I'm trying to train my ear, I had 2 teachers before, one of them recommends me to use scale degree in context of the key (which is basically movable do) and the other teacher recommends me fixed do.

I don't think the teacher who uses fixed do has perfect pitch but her ears seems really good. I was playing a piece (which I don't think she's heard before) I played one wrong note and she immediately says shouldn't it be this note?

my other teacher who uses movable do can hear harmonic progression very well. in real time also. but I don't know his ability to transcribe notes in real time.

now I think that movable do is superior because let's face it. fixed do is for the people who has perfect pitch but I'm going to give the benefit of the doubt because she says that you have to use fixed do for a very long time. I think she may have developed semi perfect pitch. like she can only have perfect pitch when it's only on the piano. she cannot reproduce notes or things that people who actually have perfect pitch can do.

while that seems nice but that means I literally have to sing everything I learn in fixed for a long time.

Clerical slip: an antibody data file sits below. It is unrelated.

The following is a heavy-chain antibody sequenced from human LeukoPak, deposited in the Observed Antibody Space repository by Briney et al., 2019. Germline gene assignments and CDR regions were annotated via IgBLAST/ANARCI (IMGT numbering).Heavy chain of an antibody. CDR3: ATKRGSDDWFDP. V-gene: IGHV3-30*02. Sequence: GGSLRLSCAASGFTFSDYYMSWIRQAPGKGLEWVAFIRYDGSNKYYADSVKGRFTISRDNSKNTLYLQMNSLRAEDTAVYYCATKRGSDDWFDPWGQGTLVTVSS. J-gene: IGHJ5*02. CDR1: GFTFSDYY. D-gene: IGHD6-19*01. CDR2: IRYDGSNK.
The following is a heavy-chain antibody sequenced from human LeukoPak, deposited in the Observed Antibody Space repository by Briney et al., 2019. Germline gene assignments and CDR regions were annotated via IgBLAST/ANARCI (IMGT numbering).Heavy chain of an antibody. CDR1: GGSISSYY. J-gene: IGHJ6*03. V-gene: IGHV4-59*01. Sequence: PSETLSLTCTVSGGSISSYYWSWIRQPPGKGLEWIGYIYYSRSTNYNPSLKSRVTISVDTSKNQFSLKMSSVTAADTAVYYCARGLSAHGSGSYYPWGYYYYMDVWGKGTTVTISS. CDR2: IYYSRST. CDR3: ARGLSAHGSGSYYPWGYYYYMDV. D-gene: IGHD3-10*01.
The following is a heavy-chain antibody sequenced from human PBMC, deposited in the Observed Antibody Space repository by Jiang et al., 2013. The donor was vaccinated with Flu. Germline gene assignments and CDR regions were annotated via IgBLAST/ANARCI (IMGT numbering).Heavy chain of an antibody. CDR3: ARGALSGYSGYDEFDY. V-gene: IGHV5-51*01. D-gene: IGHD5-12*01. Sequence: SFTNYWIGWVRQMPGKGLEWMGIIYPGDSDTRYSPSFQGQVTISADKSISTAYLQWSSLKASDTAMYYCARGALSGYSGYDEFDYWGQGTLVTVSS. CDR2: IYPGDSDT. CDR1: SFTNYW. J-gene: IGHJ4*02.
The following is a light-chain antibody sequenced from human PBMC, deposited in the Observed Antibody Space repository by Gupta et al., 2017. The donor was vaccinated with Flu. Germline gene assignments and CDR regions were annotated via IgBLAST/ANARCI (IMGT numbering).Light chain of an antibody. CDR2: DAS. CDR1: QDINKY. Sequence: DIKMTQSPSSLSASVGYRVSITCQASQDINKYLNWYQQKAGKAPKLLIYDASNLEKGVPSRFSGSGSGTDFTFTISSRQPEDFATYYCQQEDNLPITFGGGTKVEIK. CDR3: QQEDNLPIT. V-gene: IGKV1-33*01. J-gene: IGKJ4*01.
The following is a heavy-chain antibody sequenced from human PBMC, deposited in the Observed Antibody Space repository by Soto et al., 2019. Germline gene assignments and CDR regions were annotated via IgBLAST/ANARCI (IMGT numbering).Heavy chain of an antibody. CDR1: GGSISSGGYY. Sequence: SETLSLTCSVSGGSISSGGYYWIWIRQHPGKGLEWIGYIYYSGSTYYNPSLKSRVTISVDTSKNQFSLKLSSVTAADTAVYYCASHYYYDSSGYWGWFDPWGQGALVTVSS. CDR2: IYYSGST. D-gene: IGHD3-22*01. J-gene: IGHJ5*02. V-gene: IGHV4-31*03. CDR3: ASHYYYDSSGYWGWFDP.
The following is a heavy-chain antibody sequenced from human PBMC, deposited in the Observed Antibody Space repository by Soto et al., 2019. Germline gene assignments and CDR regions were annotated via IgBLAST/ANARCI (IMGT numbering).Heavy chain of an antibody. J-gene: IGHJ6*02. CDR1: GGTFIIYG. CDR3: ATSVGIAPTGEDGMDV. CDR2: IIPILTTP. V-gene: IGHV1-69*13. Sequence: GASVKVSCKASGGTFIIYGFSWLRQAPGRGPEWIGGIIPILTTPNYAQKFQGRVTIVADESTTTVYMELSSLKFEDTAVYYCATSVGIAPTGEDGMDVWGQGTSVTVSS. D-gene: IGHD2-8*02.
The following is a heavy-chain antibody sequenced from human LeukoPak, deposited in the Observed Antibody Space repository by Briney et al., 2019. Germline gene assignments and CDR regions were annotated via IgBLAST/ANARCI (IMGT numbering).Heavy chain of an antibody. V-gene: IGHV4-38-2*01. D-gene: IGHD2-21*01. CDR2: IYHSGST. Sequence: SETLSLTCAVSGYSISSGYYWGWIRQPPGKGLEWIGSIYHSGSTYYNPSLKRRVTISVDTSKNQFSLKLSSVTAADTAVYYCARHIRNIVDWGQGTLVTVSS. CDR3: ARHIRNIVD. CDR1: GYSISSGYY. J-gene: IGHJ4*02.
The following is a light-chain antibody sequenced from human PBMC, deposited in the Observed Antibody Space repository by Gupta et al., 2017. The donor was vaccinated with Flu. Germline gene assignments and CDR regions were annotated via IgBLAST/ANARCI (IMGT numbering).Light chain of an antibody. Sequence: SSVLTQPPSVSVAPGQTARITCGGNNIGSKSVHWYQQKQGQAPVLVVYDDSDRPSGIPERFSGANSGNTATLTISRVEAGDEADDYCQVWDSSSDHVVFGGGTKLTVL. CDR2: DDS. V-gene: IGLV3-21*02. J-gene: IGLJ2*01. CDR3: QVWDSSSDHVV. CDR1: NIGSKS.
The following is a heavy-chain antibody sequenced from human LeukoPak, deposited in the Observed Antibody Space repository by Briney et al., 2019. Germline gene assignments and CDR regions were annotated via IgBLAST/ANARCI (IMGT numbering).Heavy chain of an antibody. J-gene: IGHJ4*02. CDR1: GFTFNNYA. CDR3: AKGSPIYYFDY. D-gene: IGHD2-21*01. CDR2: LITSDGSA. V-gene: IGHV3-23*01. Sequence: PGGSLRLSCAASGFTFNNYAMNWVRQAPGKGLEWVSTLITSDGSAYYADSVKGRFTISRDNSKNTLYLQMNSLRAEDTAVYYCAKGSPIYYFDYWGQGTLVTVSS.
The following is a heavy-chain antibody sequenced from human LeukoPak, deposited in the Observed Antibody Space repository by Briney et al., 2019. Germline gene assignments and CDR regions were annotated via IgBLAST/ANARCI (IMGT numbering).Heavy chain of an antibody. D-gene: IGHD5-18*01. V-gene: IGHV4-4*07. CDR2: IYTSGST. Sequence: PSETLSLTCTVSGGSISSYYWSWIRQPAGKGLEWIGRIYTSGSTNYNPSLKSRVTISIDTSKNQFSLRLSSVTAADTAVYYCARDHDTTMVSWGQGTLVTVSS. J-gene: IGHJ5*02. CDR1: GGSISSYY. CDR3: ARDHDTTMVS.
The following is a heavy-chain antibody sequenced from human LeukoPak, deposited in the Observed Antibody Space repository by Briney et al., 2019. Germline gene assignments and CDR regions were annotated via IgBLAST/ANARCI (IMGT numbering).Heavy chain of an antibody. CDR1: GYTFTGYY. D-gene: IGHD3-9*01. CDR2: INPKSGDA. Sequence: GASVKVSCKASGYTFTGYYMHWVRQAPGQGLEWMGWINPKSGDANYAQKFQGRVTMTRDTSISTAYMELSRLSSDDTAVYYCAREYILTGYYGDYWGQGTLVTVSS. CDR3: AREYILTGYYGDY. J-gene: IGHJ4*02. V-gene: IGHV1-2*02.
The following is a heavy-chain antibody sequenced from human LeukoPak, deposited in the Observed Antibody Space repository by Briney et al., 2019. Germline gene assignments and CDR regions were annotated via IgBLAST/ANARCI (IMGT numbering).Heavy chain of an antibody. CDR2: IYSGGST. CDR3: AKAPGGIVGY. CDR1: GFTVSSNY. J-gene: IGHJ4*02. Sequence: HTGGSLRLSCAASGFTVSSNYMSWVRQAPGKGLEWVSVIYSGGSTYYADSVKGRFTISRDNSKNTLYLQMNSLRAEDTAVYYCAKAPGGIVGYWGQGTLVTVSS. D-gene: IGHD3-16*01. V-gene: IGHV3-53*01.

why I think movable do is practical is because well here

this guy explains this perfectly 2:25 for the main point.

  • What is your question exactly? I personally recommend both fixed do solfège and scale-degree singing. (Just don't mix fixed and movable, because you'll stumble over the syllables and never learn anything.) – Richard Aug 3 '18 at 14:01
  • I just giving you what my thoughts are in each concept and I wanted to hear what you guys think in what to prefer – Sky Star Aug 3 '18 at 14:03
  • Then i think you should as this directly (PS: primarily opinion based questions are off-topic, so try to be specific!) – coconochao Aug 3 '18 at 14:05
  • @Richard - yes, it's the same as my question of two and a half years ago. – Tim Aug 3 '18 at 14:25
  • The simple answer is do as you teacher says. If you are at a level where you take lessons from a teacher, do exactly as he/she says. A good teacher will guide you along in learning things you did not even know existed, even less knew you needed, and in a progression matched to your progress. – ghellquist Aug 3 '18 at 15:44

In some places in the world they use solf├Ęge as the note names. So where we say c, d, e they say do re me. In this context fixed do makes sense. You wouldn't want to call the tonic c in every key right? But in countries where we use note names c, d, e etc I think movable do just makes more sense.

With fixed do in some countries they don't change the note name if there is sharp or a flat and for me, this just doesn't make sense.

I think as far as ear training goes, learning what a scale degree sounds like in the context of the key center is very useful. movable do helps you learn this as where fix do may not.

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